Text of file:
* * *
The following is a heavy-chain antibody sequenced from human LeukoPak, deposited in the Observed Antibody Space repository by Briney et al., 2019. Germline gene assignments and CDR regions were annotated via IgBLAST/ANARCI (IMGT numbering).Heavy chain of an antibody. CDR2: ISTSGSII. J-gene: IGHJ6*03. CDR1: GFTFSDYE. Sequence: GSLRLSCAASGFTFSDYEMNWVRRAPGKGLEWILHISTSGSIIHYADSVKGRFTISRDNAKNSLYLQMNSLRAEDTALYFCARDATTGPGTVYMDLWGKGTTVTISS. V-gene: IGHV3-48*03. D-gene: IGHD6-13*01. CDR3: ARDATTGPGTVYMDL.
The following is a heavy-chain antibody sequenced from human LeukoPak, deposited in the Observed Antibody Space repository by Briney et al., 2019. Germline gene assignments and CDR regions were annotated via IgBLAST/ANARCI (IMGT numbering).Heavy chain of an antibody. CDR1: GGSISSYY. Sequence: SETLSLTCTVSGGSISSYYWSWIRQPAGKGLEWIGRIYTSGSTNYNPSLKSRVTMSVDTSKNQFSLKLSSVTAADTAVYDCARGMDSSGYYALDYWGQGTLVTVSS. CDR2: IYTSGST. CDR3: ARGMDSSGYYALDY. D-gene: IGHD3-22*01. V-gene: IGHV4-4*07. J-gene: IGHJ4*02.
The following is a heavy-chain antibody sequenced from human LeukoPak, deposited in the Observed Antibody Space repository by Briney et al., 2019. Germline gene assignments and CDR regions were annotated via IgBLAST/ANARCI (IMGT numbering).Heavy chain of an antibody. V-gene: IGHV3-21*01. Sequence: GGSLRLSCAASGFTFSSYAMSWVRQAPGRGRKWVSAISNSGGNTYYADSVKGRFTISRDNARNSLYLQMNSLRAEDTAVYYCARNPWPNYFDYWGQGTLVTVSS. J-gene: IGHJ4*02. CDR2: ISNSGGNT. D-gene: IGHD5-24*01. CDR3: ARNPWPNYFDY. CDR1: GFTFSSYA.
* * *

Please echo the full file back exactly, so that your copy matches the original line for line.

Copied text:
The following is a heavy-chain antibody sequenced from human LeukoPak, deposited in the Observed Antibody Space repository by Briney et al., 2019. Germline gene assignments and CDR regions were annotated via IgBLAST/ANARCI (IMGT numbering).Heavy chain of an antibody. CDR2: ISTSGSII. J-gene: IGHJ6*03. CDR1: GFTFSDYE. Sequence: GSLRLSCAASGFTFSDYEMNWVRRAPGKGLEWILHISTSGSIIHYADSVKGRFTISRDNAKNSLYLQMNSLRAEDTALYFCARDATTGPGTVYMDLWGKGTTVTISS. V-gene: IGHV3-48*03. D-gene: IGHD6-13*01. CDR3: ARDATTGPGTVYMDL.
The following is a heavy-chain antibody sequenced from human LeukoPak, deposited in the Observed Antibody Space repository by Briney et al., 2019. Germline gene assignments and CDR regions were annotated via IgBLAST/ANARCI (IMGT numbering).Heavy chain of an antibody. CDR1: GGSISSYY. Sequence: SETLSLTCTVSGGSISSYYWSWIRQPAGKGLEWIGRIYTSGSTNYNPSLKSRVTMSVDTSKNQFSLKLSSVTAADTAVYDCARGMDSSGYYALDYWGQGTLVTVSS. CDR2: IYTSGST. CDR3: ARGMDSSGYYALDY. D-gene: IGHD3-22*01. V-gene: IGHV4-4*07. J-gene: IGHJ4*02.
The following is a heavy-chain antibody sequenced from human LeukoPak, deposited in the Observed Antibody Space repository by Briney et al., 2019. Germline gene assignments and CDR regions were annotated via IgBLAST/ANARCI (IMGT numbering).Heavy chain of an antibody. V-gene: IGHV3-21*01. Sequence: GGSLRLSCAASGFTFSSYAMSWVRQAPGRGRKWVSAISNSGGNTYYADSVKGRFTISRDNARNSLYLQMNSLRAEDTAVYYCARNPWPNYFDYWGQGTLVTVSS. J-gene: IGHJ4*02. CDR2: ISNSGGNT. D-gene: IGHD5-24*01. CDR3: ARNPWPNYFDY. CDR1: GFTFSSYA.